How NOT to eat on an AT thru-hike IMO...
by Carol Moore, 1989 AT thru-hiker, on page 102 of Roland Mueser’s book:
On the Trail:
Lunch: Peanut butter on moldy bagel
Snack: Snickers bar
Dinner: Lipton Noodles (Deluxe: add can of tuna)
Breakfast: Left half of menu
Snack: Chocolate milkshake, any pie Ala Mode
Lunch: Salad bar (3 trips)
Snack: pint Ben & Jerry’s Ice Cream, liter soft drink, ½ case cheap beer
Lunch II: Pizza (large with everything)
Snack: pint Ben & Jerry’s (different flavor)
Dinner: Fried chicken, French fries, veggies, bread
Drinks: water, milk, coffee, wine, beer
Dessert: Chocolate pudding – NOT!
Note that this list of thoughts I have compiled is from the point of view of a nonvegetarian non-ultralighter who prefers to eat healthily (i.e., lots of vegetables, no white potatoes, no white bread, no celery or lettuce, no potato chips, no lard or margarine, no soft drinks or coffee) and has a fondness for Oriental food and seafood, with some special options for winter mentioned. There are some possible ideas here for ultralighters as well.
Nuts (all unmixed, shelled, raw and unsalted)
Peanut butter (no added oil or salt in ingredients)
Defatted dried coconut flakes (mix with other food items)
For variety: Brazil nuts, filberts (if can find shelled), cashews
Flax seeds: ground up (so will not pass thru system undigested) and added to other dishes; desirable due to high Omega-3 oil content
Good-quality purple raisins (stems too likely in generic brands)
Chocolate-covered raisins (not during summer heat wave)
Pitted prunes (no, they don’t affect me that way)
Pitted dried apricots
Dried mango slices (occasionally)
Dried whole figs
Pitted whole DATES (often)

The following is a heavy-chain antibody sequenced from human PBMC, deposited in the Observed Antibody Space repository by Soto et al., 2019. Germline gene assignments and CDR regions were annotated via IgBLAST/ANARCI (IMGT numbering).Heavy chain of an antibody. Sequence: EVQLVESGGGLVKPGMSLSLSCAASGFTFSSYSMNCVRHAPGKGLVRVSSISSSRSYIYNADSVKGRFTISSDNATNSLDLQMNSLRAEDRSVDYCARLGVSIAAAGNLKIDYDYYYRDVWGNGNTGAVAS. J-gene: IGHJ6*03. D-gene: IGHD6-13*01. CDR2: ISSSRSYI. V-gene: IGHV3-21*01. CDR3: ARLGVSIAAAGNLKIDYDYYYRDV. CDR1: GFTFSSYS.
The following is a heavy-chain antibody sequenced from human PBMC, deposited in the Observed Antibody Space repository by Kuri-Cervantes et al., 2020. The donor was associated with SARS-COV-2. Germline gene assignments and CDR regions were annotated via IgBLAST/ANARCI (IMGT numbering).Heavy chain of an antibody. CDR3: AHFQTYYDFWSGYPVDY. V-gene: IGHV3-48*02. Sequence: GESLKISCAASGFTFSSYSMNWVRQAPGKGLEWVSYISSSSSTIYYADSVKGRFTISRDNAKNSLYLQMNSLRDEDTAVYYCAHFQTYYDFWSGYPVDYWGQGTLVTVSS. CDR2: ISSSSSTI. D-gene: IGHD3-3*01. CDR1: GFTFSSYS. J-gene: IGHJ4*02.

Blackberry jam/preserves (not jelly, which is less substantial); look for brands in plastic jars so weigh less; get small containers in warmer weather
Banana chips (look for unsalted without added fat)
Fresh apples (not in winter, as apples are unpalatable after they have frozen, even if later thawed)
Fresh bananas (green when leave town); occasionally; spring/fall only
Frozen bananas; winter only; peel and put in plastic wrap before leaving town; especially good with peanut butter, with bite of chocolate, or added to hot cereal or oatmeal
Tangerines (spring/fall only; rot in summer, freeze in winter)
Frozen blueberries: (one pound in plastic bag standard size); mix with aspartame, water, and powdered milk (winter only); leak-prone
Frozen blackberries A/A
Frozen raspberries A/A
Canned fruits – 2nd/3rd day out maximum (weight issue)
Hard green pears (not commonly sold in groceries); in season in South U.S. only, occasionally at roadside stands or via friends with trees; eaten while still quite hard; will not smash even in warm weather when regular types of pear rapidly turn to goo
Wild berries along trail in season (blackberries, blueberries)
Homemade beef/venison/bison jerky (best made with soy sauce & ginger powder)
Dried spiced sausage (if can find)
Canned meats -- sardines, SPAM turkey, corned beef, tuna, crab, oysters, clams (NEVER regular SPAM/potted meat product or Vienna sausage – those are just lard with traces of meat); note that the small flat cans of shellfish seafood are lower water content than the larger ones (esp. oysters and clams), so pack better, but are often smoked (less healthy)
Low fat summer sausage (if I can ever find any)
Protein powders – look for ones with no milk/whey in 1st 3 ingredients (otherwise, get cheaper powdered milk/cheeses); from health food stores
Foil packs of salmon (NOT the tuna foil packs, which are much inferior in taste, Omega-3 oil content, and have higher heavy metal levels)
Sandwich spreads ala Underwood? (occasionally)
Dried and/or salted fish: (esp. herring or cod)